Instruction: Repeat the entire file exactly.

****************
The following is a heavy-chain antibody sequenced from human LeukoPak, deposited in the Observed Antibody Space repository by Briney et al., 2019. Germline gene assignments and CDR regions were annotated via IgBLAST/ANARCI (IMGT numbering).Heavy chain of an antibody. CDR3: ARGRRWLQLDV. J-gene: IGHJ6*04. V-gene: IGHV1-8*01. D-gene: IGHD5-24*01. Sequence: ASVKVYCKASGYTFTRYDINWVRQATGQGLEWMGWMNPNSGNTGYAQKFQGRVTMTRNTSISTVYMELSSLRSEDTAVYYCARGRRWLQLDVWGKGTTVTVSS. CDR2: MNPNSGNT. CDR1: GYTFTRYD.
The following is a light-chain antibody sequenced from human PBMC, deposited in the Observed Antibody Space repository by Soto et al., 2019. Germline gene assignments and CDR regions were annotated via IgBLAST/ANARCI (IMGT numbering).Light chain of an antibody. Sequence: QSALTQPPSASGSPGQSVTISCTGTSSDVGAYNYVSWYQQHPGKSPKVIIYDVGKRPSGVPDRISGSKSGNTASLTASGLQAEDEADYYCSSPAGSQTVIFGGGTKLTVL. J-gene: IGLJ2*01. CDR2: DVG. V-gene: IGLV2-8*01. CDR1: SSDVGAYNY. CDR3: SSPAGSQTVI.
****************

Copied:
The following is a heavy-chain antibody sequenced from human LeukoPak, deposited in the Observed Antibody Space repository by Briney et al., 2019. Germline gene assignments and CDR regions were annotated via IgBLAST/ANARCI (IMGT numbering).Heavy chain of an antibody. CDR3: ARGRRWLQLDV. J-gene: IGHJ6*04. V-gene: IGHV1-8*01. D-gene: IGHD5-24*01. Sequence: ASVKVYCKASGYTFTRYDINWVRQATGQGLEWMGWMNPNSGNTGYAQKFQGRVTMTRNTSISTVYMELSSLRSEDTAVYYCARGRRWLQLDVWGKGTTVTVSS. CDR2: MNPNSGNT. CDR1: GYTFTRYD.
The following is a light-chain antibody sequenced from human PBMC, deposited in the Observed Antibody Space repository by Soto et al., 2019. Germline gene assignments and CDR regions were annotated via IgBLAST/ANARCI (IMGT numbering).Light chain of an antibody. Sequence: QSALTQPPSASGSPGQSVTISCTGTSSDVGAYNYVSWYQQHPGKSPKVIIYDVGKRPSGVPDRISGSKSGNTASLTASGLQAEDEADYYCSSPAGSQTVIFGGGTKLTVL. J-gene: IGLJ2*01. CDR2: DVG. V-gene: IGLV2-8*01. CDR1: SSDVGAYNY. CDR3: SSPAGSQTVI.